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Usage

From lawbrain.com

A reasonable and legal practice in a particular location, or among persons in a specific business or trade, that is either known to the individuals involved or is well established, general, and uniform to such an extent that a presumption may properly be made that the parties acted with reference to it in their transactions.

The term usage refers to a uniform practice or course of conduct followed in certain lines of business or professions that is relied upon by the parties to a contractual transaction. A court will apply the usage of a business when it determines that doing so is necessary to resolve a contractual dispute. Ignoring usage may result in the misreading of a document and the intent of the parties who signed it.

The law has developed different forms of usage. Local usage refers to a practice or method of dealing regularly observed in a particular place. Under certain circumstances it may be considered by a court when interpreting a document. General usage is a practice that prevails generally throughout the country, or is followed generally by a given profession or trade, and is not local in its nature or observance.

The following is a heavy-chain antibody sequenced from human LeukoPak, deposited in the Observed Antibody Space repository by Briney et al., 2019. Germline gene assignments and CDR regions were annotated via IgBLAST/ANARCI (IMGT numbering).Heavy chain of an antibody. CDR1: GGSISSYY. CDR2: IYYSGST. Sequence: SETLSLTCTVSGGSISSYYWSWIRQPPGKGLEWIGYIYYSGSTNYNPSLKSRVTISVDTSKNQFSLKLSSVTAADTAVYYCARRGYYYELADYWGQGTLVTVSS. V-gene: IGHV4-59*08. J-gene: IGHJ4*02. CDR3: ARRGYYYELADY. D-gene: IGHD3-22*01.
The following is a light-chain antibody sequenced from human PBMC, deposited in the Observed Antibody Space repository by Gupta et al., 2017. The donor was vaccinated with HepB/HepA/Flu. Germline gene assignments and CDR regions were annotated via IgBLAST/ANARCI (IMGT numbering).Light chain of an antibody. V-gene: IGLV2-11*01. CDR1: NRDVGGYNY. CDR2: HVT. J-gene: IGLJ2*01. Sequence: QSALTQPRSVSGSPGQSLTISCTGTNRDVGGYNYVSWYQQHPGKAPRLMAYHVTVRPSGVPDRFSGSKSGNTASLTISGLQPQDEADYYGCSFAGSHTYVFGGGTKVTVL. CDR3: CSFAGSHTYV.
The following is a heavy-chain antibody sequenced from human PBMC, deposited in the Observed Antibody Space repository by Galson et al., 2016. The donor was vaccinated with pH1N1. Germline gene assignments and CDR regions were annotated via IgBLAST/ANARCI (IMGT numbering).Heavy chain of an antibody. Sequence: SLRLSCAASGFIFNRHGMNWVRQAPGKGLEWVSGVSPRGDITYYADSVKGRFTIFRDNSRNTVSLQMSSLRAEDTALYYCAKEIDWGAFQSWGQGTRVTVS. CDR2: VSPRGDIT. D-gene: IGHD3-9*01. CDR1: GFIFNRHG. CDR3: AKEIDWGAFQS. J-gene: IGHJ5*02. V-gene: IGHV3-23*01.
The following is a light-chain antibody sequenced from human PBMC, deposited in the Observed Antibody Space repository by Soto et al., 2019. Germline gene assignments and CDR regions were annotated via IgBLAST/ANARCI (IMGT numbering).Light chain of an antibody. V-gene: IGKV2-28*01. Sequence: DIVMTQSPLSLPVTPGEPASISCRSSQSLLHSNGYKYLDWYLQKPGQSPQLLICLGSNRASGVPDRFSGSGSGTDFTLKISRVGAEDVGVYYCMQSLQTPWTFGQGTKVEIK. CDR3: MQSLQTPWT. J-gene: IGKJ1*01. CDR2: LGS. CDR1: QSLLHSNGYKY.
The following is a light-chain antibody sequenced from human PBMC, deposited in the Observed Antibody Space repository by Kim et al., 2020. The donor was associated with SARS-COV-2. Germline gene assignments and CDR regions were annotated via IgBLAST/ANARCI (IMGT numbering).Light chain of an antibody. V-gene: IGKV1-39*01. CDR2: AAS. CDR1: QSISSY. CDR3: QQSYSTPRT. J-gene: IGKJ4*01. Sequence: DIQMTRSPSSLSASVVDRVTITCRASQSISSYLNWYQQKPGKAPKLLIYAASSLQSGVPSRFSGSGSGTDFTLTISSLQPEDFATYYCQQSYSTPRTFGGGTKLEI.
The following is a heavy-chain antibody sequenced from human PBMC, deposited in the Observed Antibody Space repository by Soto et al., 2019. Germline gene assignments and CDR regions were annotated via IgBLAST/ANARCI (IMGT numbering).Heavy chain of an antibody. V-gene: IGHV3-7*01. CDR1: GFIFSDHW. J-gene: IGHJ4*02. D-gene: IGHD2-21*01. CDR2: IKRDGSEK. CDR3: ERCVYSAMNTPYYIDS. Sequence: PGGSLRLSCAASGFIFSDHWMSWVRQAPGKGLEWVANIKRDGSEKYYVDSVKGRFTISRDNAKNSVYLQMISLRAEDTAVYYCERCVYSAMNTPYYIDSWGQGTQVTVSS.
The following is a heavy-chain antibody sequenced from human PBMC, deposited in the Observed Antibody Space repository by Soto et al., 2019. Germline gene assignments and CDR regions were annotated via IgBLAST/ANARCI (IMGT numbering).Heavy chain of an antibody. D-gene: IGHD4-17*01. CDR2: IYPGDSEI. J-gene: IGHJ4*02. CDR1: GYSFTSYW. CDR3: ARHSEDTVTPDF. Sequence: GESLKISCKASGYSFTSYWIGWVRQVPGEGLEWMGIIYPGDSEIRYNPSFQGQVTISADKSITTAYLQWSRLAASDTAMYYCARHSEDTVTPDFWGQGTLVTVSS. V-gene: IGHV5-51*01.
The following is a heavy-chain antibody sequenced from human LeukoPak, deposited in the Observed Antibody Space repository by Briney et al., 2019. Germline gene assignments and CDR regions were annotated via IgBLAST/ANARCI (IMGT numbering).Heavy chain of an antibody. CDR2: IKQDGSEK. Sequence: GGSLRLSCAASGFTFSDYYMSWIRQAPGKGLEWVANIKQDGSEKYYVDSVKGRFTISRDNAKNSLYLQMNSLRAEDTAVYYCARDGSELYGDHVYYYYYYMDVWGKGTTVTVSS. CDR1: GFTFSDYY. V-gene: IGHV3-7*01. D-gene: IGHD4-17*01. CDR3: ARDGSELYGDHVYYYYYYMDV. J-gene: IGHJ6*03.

A trade usage is the prevailing and accepted custom within a particular trade or industry and is not tied to a geographic location. The law assumes that merchants are aware of the usage of their trade. Trade usage supplements, qualifies, and imparts particular meaning to the terms of an agreement for the purpose of their interpretation.

The term custom and usage is commonly used in commercial law, but "custom" and "usage" can be distinguished. A usage is a repetition of acts whereas custom is the law or general rule that arises from such repetition. A usage may exist without a custom, but a custom cannot arise without a usage accompanying it or preceding it. Usage derives its authority from the assent of the parties to a transaction and is applicable only to consensual arrangements. Custom derives its authority from its adoption into the law and is binding regardless of any acts of assent by the parties. In modern law, however, the two principles are often merged into one by the courts.

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